Turmeric has long been a staple in Asian cuisine, and in recent years it has earned an international reputation as a cure-all. That isn’t true, but there may be some validity to the notion that turmeric can improve your health, according to a review published in October 2017 in the journal Foods. In the paper, researchers cite several studies that illustrate how this trendy spice may play a role in treating health conditions including Alzheimer’s disease, heart disease, allergies, depression, multiple sclerosis, and even diabetes — an irreversible disease marked by high blood sugar levels the body can’t bring down on its own. More research is needed before healthcare providers widely prescribe turmeric for disease prevention or treatment, but existing studies suggest there’s something to the health claims.
How Curcumin’s Antioxidant and Anti-Inflammatory Effects May Boost Health
The likely driver of turmeric’s potential health benefits is curcumin, the primary active chemical in this yellow-orange spice. “Curcumin is what has mostly been studied because of its important signaling pathways. It acts mostly in two areas: It's an antioxidant and an anti-inflammatory,” says Marina Chaparro, RDN, MPH, a certified diabetes educator and a national spokesperson for the Academy of Nutrition and Dietetics.
According to an article published in January 2015 in the Indian Journal of Clinical Biochemistry, antioxidants help fight against free radicals, which are molecules produced by behaviors like smoking, drinking alcohol, eating fried food, or being exposed to air pollution or pesticides, and which cause oxidative damage. These behaviors, according to a blog article from Huntington's Outreach Project for Education at Stanford University, trigger cell dysfunction and may increase your risk for chronic diseases including diabetes. The cool thing about antioxidants is that they scavenge those harmful free radicals and render them nontoxic to cells, helping stave off disease.
Inflammation is the body’s natural response when fighting an illness or injury, and symptoms of inflammation can include pain, swelling, and redness, notes an article published by InformedHealth.org. Researchers believe inflammation and oxidative damage are closely related in their ability to contribute to disease risk, as noted in a review published in January 2016 in Oxidative Medicine and Cellular Longevity. An article in EMBO Reports makes the case that inflammation is the underlying state of just about every disease, from autoimmune conditions such as rheumatoid arthritis to metabolic ones such as obesity, and even infectious diseases like the common cold. The potential to stunt or treat chronic conditions is why agents that block inflammation are so fascinating to scientists.
TYPE 2 DIABETES:
When Combined With Metformin or Diet and Exercise, Turmeric May Help With Blood Sugar Management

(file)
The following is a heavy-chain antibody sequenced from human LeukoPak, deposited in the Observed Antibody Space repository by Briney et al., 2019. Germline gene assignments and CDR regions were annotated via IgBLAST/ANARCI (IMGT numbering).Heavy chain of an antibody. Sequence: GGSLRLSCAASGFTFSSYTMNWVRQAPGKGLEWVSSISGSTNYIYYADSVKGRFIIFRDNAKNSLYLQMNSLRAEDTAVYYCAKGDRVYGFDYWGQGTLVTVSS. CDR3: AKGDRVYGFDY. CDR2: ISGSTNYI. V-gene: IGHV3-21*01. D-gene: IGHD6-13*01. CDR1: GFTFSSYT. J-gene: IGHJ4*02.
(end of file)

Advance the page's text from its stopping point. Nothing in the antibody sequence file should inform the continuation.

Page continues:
Type 2 diabetes is just one disease tied to inflammation and oxidative stress, notes a review in Nature Reviews Immunology. In particular, oxidative stress likely plays a role in insulin resistance, the hallmark of type 2 diabetes that affects insulin secretion and leads to uncontrolled blood sugar, the authors write.
Because of its anti-inflammatory and antioxidant effects, turmeric supplements may help with blood sugar management in people with type 2 diabetes. (You can also rest assured that turmeric is low-carb, so adding it to your plate or supplements regimen won’t throw your blood sugar levels out of whack.)
A review of mice research published in November 2014 in Evidence-Based Complementary and Alternative Medicine cites studies that suggest curcumin may help lower A1C — a two- to three-month blood sugar average — insulin sensitivity, and fasting blood sugar, in addition to preventing weight gain.
Clinical trials on humans that have analyzed curcumin’s effect on diabetes management are more limited. But a study published in April 2015 in the Indian Journal of Clinical Biochemistry found that human participants who supplemented their Glucophage (metformin) — a diabetes medication that helps lower blood sugar — with turmeric did lower their blood sugar, inflammation, and levels of oxidative stress.
In another human study — this one a randomized controlled trial that was published in 2012 in Diabetes Care — a supplement of 250 milligrams of curcumin daily was associated with a delay in participants progressing from prediabetes to type 2 diabetes. Researchers studied 240 people for nine months and reported that at the end of the study, 16.4 percent of people in the placebo group developed type 2 diabetes, versus 0 percent in the curcumin-supplemented group. Participants didn’t report any side effects except for mild stomachaches.